Saint Laurent’s story “pure haute couture”

Ze Fashion Party before screening of the film Saint Laurent at the Palace Cinemas last night was a little light on fashion, (there was none) but made up for it with delightful pastries and chocolates – and plenty of French champagne and red and white wines.  There were also hair stylists and make-up artists to do “make-overs’ for anyone brave enough to site in front of the crowd.

And there, in a blast from the past (my days as celebrity columnist) was a familiar male face…. But firstly, as a lone woman, I teamed up with the delightful and beautiful Gabriele Kelly, the French teacher at Walford Girls School, who, after one or two champagnes,said she knew how to find out who the mystery man was. And, to my surprise, she waltzed up to the man in question and dropped the give-away line “Don’t I know you”.  To which, Mr older charm himself, announced himself as none other than the renowned Richard Zacharia.  “Well Hello beautiful. I’m Richard Zacharia.  but I don’t think I know you.”

When I introduced myself, I asked if he had flown into Adelaide for the night. “No, I live in Woodside now,” he said. “But we are selling up right now to move closer to the city.”

“Who was that man?” she asked.

“He was once married to Maggie Tabberer,” I said.  “When he left her, Maggie wrote a very revealing memoir and so he then followed with his version of things.” I explained. “It was very much dirty linen”.

Gabrielle did not know who Maggie was.

“She was a very beautiful photographic model for many years and was born in Adelaide.”

“I have never heard of her,” said Gabrielle. Such is the sad reality of the generation gap.

It was so exhilarating being in the company of such a sparkling personality because Gabrielle danced off with me into a photo booth where we had our photographs taken like giddy teenagers – and the feeling sliced all those years away.


Luckily for us, the viewers, the spectacular display of covetable garments designed by Saint Laurent in the film which followed, made up for the  no-show at Ze Fashion Show.

No-one in the Adelaide audience would have been  prepared for the explicit portrayal of promiscuous homosexuality on screen and there were rumblings of discontent from viewers behind me. However, I was riveted to the screen for two and a half hours as a stellar performance by the charismatic Gaspard Ulliel as Yves Saint Laurent at the zenith of his fame exposed his relationships, neuroses, alcoholism, drug addictions and vulnerabilities.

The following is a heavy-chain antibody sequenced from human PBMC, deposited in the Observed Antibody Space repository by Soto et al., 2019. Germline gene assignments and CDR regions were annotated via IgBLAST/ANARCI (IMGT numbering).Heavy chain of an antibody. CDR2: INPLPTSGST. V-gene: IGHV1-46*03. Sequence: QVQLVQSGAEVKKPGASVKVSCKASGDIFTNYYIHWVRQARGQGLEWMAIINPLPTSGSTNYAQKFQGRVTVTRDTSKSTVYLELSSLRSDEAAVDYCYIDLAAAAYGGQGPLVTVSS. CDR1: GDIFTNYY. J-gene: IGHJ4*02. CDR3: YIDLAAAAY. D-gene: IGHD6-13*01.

What made this film so poignant for me was that I was in Paris, outside the Yves Saint Laurent headquarters the day he died and the media scrum was on the pavement right where I sat in my car wondering who famous had died.  That night French television was consumed with stories of Saint Laurent and his impact on fashion.

Saint Laurent’s folly was his misplaced love for the vacuous preening male model  performed by Louis Garrel, which contrasted  with the steady, solid-as-a-rock love of Pierre Berge played to perfection by Jeremie Renier.   What was so refreshing was that the women in his life -his mother, his muse Lou Lou, his favourite model – and the head of the fashion workshop – all had strong life-long relationships with him.  Louise “LouLou” Le Bailly de la Falaise acted as Yves Saint Laurent’s creative partner, confidante and sentinal for three decades from 1972 until 2002.

All the ugliness of his life – his disastrous fall from grace, his hospitalisation – contrasts with his spectacular redemption.  Most striking though, were the contrasts in his own personality – his flambuoyant fashion genius and his fragile vulnerability.

Also confronting were the scenes of Saint Laurent as a damaged old man, surrounded by luxury, but alone.

The Bertrand Bonello’s version of Yves’ tortured life was the French entry for Best Foreign Film in the Academy Awards 2015, following its official selection in the Cannes Internaitonal Film Festival 2014. No wonder. It was a true work of art – like Saint Laurent’s Haute Couture.